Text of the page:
Dissecting Clive Barker!

"All I've ever wanted to do is darken the day and brighten the night."- CLIVE BARKER

So which do you dig on more, Clive Barker's books or movies? Tough call right? After-all, few living legends in the world of horror can lay claim to Barker's particular skill-set. Dude's the preeminent literary crossover, as adept at adapting his own novelistic source material into not just tightly truncated screenplays, but often into a thrilling motion pictures as well. Hell, I think Stephen King only essayed such a feat one time only (MAXIMUM OVERDRIVE), which should give you an idea of the degree of difficulty. As a young artist and novelist who tried his hand a pair of short horror flicks, the Liverpudlian Barker really got his first taste of the film biz when his book TRANSMUTATIONS was adapted into the 1985 b-horror joint called UNDERWORLD. Since then, Barker has gone on to pen a number of scripts, direct four of his own features, and continue to churn out original tales of inspirational horror fiction. But enough of the blandishment...let's show Mr. Barker how we treat his kind around here. With the highest regards, it's Dissection time!



Sheeeee-it! You'd be hard-pressed to argue against HELLRAISER as being Barker's best, most lasting and influential movie to date. I mean, he not only wrote and directed the original tale of Gothic horror fantastique, stamping his own personal authorship on the adaptation from novel to film, the result has also endured over the last three decades as a bona fide horror franchise, with the apotheosis of Pinhead and the Cenobites ranking among some of the all time horror villains. Granted, much like the PHANTASM franchise, part 2 in the series takes the original to unparalleled levels of insanity, but you can't have the second without the first. And Pinhead? The makeup wearing emo-sadomasochist with a pincushion for a face? Come on, not only one of the most original horror baddies we've ever had the (dis)pleasure of laying eyes on, but dude's orders of heinous homicide over the years are nothing short of legendary. And as infamous as his murderous mien remains, even more iconic is Pinhead's frightening appearance. The tight leather bondage, the scars, the sallow complexion, and of course, more used needles than a goddamn Phil Hoffman party.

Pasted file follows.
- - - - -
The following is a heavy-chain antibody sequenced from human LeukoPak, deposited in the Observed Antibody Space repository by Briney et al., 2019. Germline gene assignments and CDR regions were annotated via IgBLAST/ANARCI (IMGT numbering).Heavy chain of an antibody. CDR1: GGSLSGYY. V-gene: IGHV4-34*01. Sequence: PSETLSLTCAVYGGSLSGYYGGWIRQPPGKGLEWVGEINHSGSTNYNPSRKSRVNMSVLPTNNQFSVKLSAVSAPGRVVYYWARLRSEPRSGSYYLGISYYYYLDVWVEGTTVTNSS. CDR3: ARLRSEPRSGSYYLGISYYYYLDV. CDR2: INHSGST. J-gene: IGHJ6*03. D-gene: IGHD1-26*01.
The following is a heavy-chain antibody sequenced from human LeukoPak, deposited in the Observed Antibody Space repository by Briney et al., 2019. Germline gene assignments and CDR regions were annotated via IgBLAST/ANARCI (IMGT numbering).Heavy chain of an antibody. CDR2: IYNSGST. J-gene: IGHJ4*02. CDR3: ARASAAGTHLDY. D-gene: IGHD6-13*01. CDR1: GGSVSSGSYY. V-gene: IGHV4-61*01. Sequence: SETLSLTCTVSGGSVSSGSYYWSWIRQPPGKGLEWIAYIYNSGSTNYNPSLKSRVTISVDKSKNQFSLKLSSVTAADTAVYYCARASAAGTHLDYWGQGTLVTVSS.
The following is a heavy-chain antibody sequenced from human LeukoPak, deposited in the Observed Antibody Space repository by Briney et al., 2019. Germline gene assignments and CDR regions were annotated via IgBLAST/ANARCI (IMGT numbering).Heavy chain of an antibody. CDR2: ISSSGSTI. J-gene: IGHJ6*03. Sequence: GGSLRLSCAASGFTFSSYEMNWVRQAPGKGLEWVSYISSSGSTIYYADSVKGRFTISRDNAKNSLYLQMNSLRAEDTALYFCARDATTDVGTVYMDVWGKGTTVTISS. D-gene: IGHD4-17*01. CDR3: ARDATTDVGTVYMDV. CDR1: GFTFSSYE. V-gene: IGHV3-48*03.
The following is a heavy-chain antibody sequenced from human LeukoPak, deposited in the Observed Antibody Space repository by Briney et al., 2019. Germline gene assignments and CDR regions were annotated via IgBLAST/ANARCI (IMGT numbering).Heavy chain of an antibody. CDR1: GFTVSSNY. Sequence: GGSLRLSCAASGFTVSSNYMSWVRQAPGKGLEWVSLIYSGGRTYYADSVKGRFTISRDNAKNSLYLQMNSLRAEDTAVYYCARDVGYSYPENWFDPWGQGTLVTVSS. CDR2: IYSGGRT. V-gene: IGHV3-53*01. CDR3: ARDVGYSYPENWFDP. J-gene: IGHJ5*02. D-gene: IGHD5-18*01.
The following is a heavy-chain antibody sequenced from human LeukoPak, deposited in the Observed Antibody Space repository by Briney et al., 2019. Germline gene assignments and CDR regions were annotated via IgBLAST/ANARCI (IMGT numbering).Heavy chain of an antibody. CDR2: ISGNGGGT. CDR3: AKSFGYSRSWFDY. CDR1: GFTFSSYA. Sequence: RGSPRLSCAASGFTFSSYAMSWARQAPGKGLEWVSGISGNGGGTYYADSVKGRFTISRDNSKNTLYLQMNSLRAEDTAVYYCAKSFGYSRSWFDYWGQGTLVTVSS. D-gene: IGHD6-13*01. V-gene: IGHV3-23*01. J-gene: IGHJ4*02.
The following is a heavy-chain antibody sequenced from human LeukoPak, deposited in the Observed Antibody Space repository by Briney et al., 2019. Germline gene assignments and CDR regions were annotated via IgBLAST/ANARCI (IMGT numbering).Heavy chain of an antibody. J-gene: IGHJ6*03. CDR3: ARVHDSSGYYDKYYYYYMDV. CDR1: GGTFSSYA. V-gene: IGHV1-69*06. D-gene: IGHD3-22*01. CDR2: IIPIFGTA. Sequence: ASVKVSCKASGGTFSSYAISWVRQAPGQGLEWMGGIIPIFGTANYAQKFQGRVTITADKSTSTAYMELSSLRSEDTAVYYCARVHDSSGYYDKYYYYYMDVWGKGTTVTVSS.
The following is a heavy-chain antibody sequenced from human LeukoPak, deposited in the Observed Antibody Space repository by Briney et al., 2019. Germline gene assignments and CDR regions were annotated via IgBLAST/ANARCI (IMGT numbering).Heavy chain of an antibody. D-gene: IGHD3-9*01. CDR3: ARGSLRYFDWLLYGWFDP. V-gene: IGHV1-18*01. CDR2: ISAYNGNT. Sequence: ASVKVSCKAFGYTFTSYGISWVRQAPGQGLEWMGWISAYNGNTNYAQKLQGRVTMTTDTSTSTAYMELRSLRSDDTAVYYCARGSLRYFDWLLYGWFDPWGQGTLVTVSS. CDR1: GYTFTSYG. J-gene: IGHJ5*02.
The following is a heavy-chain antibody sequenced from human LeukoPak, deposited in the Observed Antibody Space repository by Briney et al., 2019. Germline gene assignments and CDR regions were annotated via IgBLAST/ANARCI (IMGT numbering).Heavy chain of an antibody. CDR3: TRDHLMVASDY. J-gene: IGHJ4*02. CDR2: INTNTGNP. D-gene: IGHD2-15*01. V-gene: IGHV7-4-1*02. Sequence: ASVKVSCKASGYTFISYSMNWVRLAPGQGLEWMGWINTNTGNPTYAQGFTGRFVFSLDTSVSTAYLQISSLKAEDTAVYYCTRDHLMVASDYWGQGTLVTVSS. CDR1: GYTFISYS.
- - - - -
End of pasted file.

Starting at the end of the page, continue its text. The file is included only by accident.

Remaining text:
Interestingly enough, HELLRAISER could have easily never been. You see, it was only a direct result of the disgust Barker felt after seeing his first two novels, TRANSMUTATIONS and RAWHEAD REX, adapted into abysmal b-horror films, that made him want to assume total creative control moving forward. HELLRAISER happened to be the next project on the docket, and as they say, the rest is history. Imagine if TRANSMUTATIONS (UNDERWORLD) and RAWHEAD REX actually satisfied Barker's novelistic intent...perhaps he never would have made a film that has not only long been cemented in the annals of horror cult-classics...but also launched a fertile film biz career to boot. And make no mistake, a cult classic HELLRAISER surely is. So defined and well drawn is Barker's underworld of purgatorial punishment, so uniquely unnerving, so bleak and brutal that, whether or not you even like the film, it's damn difficult to forget about. Not easily shakable is a great quality in a horror flick, and HELLRAISER is so specific in its look, mood, tone and ambience that it remains monumentally memorable even 27 years later. One for the ages indeed!